The 501 S(c)ene

The latest view on not-for-profit accounting issues

What are functional expenses and how do you allocate them?

You may have heard the phrase functional expenses thrown around, and now I am here to help clarify what that means. First, to understand functional expenses for nonprofit organizations it is important to understand the difference between functional expenses and natural expenses. A natural expense category breaks out expenses by their expense type.

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This could include but is not limited to the following:

  • Salaries and wages
  • Rent
  • Utilities
  • Office supplies
  • Repairs + maintenance
  • Depreciation
  • Information technology

Now, that we know what a natural expense category is we can cover functional expenses. Functional expenses break out those natural expenses and show which portion is related to a certain “function”. Another way to look at it is allocating each natural expense based on what type of activity the expense is used for. Different activity types are programs, management and general, and fundraising. Program expenses include any costs incurred relating to the programs and services provided by the non-profit organization relating to the organization’s mission. Management and general expenses include supporting costs that do not relate directly to the organization’s mission. This can include costs for management, accounting, budgeting, and so on. Fundraising would include any costs used for soliciting contributions or grants.

Expenses can be either direct or indirect. Direct costs should be allocated directly to the functional category and indirect costs allocated based on some form of a reasonable allocation methodology. The two most common methodologies would be square footage allocation and employee time. Depending on the natural expense type, you would want to use the methodology that would be the most appropriate.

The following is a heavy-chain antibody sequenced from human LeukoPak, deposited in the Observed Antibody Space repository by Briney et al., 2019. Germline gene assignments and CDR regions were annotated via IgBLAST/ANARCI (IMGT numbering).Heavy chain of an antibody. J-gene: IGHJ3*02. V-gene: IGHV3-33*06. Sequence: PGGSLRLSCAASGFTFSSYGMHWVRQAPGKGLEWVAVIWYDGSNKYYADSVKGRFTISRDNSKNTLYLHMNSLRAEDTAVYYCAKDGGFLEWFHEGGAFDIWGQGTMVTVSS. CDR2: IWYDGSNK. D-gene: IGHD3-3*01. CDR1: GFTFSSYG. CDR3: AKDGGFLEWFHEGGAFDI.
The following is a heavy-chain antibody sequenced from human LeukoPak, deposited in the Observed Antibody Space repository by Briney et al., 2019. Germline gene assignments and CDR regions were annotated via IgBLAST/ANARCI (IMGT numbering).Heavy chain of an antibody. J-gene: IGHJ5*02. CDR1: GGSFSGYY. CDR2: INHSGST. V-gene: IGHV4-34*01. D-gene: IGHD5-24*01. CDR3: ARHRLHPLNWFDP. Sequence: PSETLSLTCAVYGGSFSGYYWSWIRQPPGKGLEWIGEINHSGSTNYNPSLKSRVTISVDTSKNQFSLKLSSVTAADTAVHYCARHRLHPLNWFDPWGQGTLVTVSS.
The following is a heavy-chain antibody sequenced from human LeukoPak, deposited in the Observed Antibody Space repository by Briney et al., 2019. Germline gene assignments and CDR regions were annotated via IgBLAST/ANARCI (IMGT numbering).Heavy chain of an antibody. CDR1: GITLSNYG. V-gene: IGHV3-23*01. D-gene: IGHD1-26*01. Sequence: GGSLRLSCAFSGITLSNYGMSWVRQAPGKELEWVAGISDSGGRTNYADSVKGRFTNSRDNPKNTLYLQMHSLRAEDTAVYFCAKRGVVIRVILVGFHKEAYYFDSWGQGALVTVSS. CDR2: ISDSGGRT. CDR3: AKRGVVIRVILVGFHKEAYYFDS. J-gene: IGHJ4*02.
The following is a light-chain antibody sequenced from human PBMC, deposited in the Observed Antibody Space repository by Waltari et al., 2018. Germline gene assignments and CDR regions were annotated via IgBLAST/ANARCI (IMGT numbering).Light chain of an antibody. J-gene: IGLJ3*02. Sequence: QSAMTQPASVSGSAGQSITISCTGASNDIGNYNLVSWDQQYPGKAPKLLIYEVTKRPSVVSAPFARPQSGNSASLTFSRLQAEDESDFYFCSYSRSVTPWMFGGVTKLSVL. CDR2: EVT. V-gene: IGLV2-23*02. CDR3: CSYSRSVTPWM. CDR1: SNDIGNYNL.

Square footage allocation is typically used for items such as building depreciation, rent, and utilities. To use this methodology, the organization will need to know the square footage of their physical locations and determine which areas relate to the corresponding function. Employee time can be based on employee headcount or time study to determine the amount of time each employee spends on a certain function. After salaries has been allocated, this same allocation can be applied to other natural expenses such as payroll tax and employee benefits. These allocation methodologies should be evaluated each year to make sure that they are still applicable and have been updated for any organizational changes.

It is important to remember these allocation methodologies are not limited to the natural expenses listed above and these are not the only methodologies available to your organization. When deciding how to allocate you will want to make sure you are making the choices best suited for your organization and that the reasoning behind those decisions is supported.

Please contact your Henry+Horne nonprofit adviser with any questions.

Tyler Croisdale